Parasoft has been showcasing our Service Virtualization solution at Gartner AADI this week. Since there’s been so much interest in service virtualization, we thought we would take this opportunity to share the most frequently-asked questions.
According to Wikipedia, service virtualization is “a method to emulate the behavior of specific components in heterogeneous component-based applications such as API-driven applications, cloud-based applications, and service-oriented architectures. It is used to provide software development and QA/testing teams access to dependent system components that are needed to exercise an application under test (AUT), but are unavailable or difficult-to-access for development and testing purposes. With the behavior of the dependent components ‘virtualized,’ testing and development can proceed without accessing the actual live components.”
Service virtualization provides a simulated response from message traffic, “virtualizing” only a fraction of the overall system behavior. Server virtualization is much more extensive. As a result, it requires you to have access to the entire system—and also to know how to configure and maintain the virtualized system components. Moreover, it’s not feasible to leverage server virtualization for every dependent application (e.g., mainframes, third-party systems, ERPs). Service virtualization fills the gap by providing access to the specific behavior that’s needed to complete development and testing tasks.
Absolutely…but you want to ensure that your service virtualization solution builds trust by analyzing and assessing the health of the simulated test environment vs. the production system.
Some organizations have been very successful in building their own solution to eliminate constraints associated with simple systems and “quick and dirty” test scenarios. However, if you’re looking to accelerate the SDLC by “shifting left” the execution of complex deterministic test suites, that’s when you want to consider commercial service virtualization products. Parasoft delivers a platform that allows convenient role- and team-based access to trusted test artifacts. We focus on providing the most flexible simulated responses in a shared environment. The platform ensures that your test environment is accessible, dependable, and meets the organization’s performance demands.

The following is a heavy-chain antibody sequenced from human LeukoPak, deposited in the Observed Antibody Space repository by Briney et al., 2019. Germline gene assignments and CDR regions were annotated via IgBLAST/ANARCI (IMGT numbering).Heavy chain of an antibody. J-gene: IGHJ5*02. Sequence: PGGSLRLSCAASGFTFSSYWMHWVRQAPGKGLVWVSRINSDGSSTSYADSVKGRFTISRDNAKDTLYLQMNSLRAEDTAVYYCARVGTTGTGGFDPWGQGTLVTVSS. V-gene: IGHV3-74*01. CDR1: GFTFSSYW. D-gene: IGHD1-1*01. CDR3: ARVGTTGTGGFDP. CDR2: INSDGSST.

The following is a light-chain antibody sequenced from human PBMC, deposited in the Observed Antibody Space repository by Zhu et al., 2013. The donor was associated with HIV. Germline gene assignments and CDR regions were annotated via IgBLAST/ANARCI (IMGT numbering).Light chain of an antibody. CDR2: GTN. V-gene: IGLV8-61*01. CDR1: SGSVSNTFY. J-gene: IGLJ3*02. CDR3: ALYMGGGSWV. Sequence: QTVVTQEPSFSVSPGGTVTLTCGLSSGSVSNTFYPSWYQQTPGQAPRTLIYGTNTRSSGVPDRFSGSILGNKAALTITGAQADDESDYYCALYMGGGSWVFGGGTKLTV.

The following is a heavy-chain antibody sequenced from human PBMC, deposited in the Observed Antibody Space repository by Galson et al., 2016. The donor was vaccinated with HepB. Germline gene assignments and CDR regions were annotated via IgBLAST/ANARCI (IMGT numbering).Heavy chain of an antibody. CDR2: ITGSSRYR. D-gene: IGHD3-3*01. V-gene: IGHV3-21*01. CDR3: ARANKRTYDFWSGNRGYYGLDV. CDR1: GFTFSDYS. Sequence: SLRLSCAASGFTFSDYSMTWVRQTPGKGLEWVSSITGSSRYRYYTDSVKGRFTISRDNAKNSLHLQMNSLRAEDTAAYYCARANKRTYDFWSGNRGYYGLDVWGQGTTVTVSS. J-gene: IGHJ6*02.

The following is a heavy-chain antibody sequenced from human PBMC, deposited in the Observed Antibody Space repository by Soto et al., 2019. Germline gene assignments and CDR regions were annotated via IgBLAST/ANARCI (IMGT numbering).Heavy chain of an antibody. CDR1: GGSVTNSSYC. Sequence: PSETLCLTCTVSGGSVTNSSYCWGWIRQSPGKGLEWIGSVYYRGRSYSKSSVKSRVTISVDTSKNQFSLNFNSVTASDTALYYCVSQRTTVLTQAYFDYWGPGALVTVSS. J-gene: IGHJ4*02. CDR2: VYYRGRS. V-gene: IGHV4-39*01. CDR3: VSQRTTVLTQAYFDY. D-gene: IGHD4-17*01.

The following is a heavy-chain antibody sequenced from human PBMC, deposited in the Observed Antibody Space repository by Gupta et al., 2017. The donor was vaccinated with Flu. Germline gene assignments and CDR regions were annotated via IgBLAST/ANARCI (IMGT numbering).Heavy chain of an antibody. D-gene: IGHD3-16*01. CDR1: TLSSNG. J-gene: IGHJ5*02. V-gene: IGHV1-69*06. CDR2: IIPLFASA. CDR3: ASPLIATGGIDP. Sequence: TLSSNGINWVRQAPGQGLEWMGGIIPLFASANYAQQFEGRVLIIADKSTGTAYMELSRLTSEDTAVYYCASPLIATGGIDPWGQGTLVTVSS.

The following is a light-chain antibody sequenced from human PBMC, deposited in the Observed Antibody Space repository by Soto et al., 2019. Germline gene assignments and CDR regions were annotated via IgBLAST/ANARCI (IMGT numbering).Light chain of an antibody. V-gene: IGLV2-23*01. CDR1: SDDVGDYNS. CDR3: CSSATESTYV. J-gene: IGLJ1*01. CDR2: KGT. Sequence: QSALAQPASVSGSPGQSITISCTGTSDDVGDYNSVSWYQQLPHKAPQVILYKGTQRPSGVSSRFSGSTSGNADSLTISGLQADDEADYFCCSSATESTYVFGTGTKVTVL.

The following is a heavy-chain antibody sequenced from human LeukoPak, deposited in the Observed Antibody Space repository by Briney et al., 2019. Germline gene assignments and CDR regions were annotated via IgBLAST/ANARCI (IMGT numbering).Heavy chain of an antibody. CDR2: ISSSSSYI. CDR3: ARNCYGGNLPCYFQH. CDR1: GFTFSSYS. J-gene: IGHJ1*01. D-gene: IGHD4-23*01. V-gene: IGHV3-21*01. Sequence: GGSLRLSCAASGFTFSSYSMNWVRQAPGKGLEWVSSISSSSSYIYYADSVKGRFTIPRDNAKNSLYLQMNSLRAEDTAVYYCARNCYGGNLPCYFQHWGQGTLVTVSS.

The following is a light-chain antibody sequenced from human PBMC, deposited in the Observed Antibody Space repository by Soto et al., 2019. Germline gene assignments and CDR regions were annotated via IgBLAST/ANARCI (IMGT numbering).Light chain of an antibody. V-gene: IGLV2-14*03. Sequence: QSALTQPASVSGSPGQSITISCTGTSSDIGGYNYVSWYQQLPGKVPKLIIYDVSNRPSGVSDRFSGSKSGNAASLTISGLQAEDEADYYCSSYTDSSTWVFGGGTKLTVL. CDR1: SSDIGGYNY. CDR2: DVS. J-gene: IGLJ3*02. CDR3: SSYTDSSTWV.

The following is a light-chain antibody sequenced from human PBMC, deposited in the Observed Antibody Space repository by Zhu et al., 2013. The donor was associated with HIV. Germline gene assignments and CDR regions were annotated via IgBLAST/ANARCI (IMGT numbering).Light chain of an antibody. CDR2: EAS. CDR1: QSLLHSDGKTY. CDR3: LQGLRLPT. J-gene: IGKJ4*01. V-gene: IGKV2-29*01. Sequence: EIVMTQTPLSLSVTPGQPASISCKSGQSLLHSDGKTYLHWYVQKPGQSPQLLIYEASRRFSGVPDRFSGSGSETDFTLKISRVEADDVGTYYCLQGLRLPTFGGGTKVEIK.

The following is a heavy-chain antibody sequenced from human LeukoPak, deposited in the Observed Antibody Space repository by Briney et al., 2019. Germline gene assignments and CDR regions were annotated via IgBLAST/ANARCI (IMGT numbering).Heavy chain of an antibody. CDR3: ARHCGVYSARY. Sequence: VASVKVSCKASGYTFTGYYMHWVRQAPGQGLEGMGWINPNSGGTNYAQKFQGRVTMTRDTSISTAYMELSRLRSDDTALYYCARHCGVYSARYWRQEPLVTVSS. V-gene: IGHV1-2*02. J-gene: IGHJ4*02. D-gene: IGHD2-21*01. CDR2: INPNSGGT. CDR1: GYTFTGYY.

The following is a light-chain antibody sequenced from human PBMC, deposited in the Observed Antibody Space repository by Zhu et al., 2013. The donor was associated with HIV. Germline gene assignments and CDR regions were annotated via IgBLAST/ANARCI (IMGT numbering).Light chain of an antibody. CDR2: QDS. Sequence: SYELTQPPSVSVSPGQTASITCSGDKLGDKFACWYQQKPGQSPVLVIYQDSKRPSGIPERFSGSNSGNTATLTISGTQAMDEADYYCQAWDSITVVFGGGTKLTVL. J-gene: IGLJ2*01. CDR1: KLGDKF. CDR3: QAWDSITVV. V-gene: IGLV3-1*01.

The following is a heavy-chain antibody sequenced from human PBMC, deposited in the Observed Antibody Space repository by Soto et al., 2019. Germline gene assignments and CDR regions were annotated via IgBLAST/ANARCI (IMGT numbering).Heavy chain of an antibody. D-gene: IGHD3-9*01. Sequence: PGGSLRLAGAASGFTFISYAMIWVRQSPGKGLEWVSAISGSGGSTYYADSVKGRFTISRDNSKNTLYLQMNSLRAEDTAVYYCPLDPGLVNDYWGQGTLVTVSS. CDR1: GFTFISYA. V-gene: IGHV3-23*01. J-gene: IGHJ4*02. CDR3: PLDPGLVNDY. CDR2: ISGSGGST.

Organizations that aren’t under pressure to release innovative software under tight deadlines might have the luxury of not needing service virtualization. Also, organizations that already have ubiquitous access to complete test environments might not need service virtualization. However, we have found that large organizations with complex interdependent systems can achieve significant benefits with service virtualization’s simulated test environments. For example:
Yes, service virtualization is incredibly valuable for QA. QA has traditionally had to wait for a complete application before they could begin functional testing. With service virtualization, QA can start testing much earlier. They can test features as they’re completed, which is very well-suited for agile processes.
Different vendors have developed different models for service virtualization maintenance and evolution. Some vendors, such as Parasoft, offer both passive and active methods for service virtualization environment maintenance and evolution. Others approach service virtualization as a single component (or end-point), which makes it difficult to maintain.
Stubs disconnect a test suite from an environment. They provide replacement implementations for objects, methods, or functions in order to remove external dependencies. If you’re trying to write a unit test and need to replace a simple call to a database, external libraries (e.g., file I/O) or other system API, stubbing might be perfectly suited for your needs.
Service virtualization emulates an environment to allow you to execute a broad array of end-to-end tests. Service virtualization can represent much more realistic behavior than simple stubs and mocks. While stubs are created from the perspective of the test suite in order to “skip” unavailable system components, virtual assets are constructed to make the behavior of constrained components available to the entire team. With the virtual asset centrally provisioned, all team members access the same asset, which is expressing the expected behavior. This allows absolute consistency and reduced risk of defects slipping into the final product.
The answer here is really vendor-dependent. Parasoft provides a user-friendly interface that enables even non-technical users to provision complex test environments with the click of a button or via an automated test management system. Others service virtualization vendors require dedicated technical resources to programmatically construct and provision environments.
You can use service virtualization to provide simulated responses for any system that has a standard or custom protocol for communication and a message payload. This includes, but is not limited to, large ERPs (e.g. SAP), databases, mainframes, mobile UIs, mobile networks, third-party applications, and much more.
The new Service Virtualization research package from Gartner and Parasoft provides more details about how service virtualization helps organizations accelerate the SDLC. Download it to learn:
Parasoft’s industry-leading automated software testing tools support the entire software development process, from when the developer writes the first line of code all the way through unit and functional testing, to performance and security testing, leveraging simulated test environments along the way.